Long lines of tradition
Herman Summerlin surrounded by family members

Herman Summerlin finds no greater joy than being surrounded by family members, including, from left: Herman Roy Summerlin Jr., Peggy Allen, Susie Quandt, Joy Yancy, Jan Hagan and Sam Summerlin. ED DRONDOSKI PHOTO

Fish fries are a labor of love for the Summerlin family


There are no secret spices like the Colonel advertises or special sauce like McDonald’s. The only things you find when you attend a Summerlin fish fry is honest-to-goodness fresh fish with all the fixings. This is the secret of the tradition Herman Summerlin has carried on in St. Lucie County for decades. He learned it from his daddy and his children learned it from him.

Carrying on family traditions is important to Peggy Summerlin Allen and her siblings. For that reason, they get together, thanks to the organizational skills of sister Jan Summerlin Hagan, to dish up some of the tastiest fried fish and hush puppies served on the Treasure Coast. Sister Susie Summerlin Quandt is always available to lend a helping hand. The number of people lined up for a great-tasting fried mahi-mahi sandwich during the Treasure Coast History Festival in January is a testament to that.

For these fourth-generation St. Lucie countians, it is a labor of love. No one has the time these days to go out and catch the load of fish needed for a community fry, so the fish is purchased, filleted and fried, just as Herman taught them.

Peggy, a cosmetologist and owner of Riverview Hair Design, grew up helping her father prepare and serve fish fries locally for many community causes. She figures she started before her teens.

“It was daddy’s way of keeping us busy as kids,” she says. “I always tell my new customers that I learned how to fillet a fish at age 10, so cutting hair is no problem,” she adds with a laugh.

Herman, one of several children of Richard “Dick” Summerlin and his wife, Claudia, grew up on the shores of the Indian River. Dick was a fishing guide and, like many other men in those years after the Great Depression, earned extra money working for the Works Progress Administration.

Peggy and Herman chuckle as they remember the oft-repeated slogan: Work for the WPA for a Dollar a Day. Herman adds that in those tough days, almost everyone he knew worked for the WPA at some point.

Just like his children, Herman got his start as a youngster helping his father prepare for community fish fries in the 1940s and 1950s. People used the fish fries as a social event back then, Herman says, adding that in those days they would think of any excuse to get together to talk and eat as a community.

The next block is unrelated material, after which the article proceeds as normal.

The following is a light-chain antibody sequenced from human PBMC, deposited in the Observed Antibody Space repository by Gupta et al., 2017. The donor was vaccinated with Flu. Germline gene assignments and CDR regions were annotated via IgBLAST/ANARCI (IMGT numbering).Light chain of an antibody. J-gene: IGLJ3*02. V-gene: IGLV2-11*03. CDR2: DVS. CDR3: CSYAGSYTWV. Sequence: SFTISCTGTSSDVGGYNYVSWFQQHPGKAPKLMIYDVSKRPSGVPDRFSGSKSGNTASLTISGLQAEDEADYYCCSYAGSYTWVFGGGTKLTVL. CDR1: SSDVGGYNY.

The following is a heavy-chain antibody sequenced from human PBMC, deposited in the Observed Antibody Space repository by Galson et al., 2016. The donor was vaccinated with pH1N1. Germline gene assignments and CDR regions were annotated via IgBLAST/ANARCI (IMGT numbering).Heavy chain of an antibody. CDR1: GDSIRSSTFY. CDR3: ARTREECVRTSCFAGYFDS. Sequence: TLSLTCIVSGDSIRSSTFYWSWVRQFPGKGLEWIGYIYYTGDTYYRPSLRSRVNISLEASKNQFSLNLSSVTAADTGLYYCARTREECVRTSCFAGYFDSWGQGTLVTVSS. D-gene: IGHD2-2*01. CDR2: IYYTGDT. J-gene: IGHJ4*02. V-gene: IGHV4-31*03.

The men would catch the fish, cut them up and prepare them for cooking. Herman says one of his jobs was to go to Bell Bakeries to pick up the lard the company would donate for the frying.

“I loved to go to the bakery,” the soon-to-be 79-year-old says, “it always smelled so wonderful and sometimes they would give me a loaf of fresh bread. My daddy did a lot of them (fish fries) for the Parent Teacher Association. We did them at the old schoolhouse in St. Lucie Village.”

During his teen years, Herman worked nights at Baywood Fisheries on the South Beach Causeway filleting fish for the next day’s sales. At age 25, he opened Summerlin’s Seafood near Avenue D on North Seventh Street. Along with operating the fish market, Herman also had fishing boats and crews working to provide the fish for sale.

Often, church groups would come to him for help with their own fish fries. Never one to turn his back on a worthy cause, Herman would donate fish for the church events. A few years later, the owners of Baywood Fisheries wanted to retire. They approached Herman about buying their business. He renamed it Summerlin’s Baywood Fisheries, eventually moving the business from the causeway to the corner of Binney and Seaway drives on South Beach and entering in a partnership with his brother, Astor. As was the tradition, the kids helped with the businesses.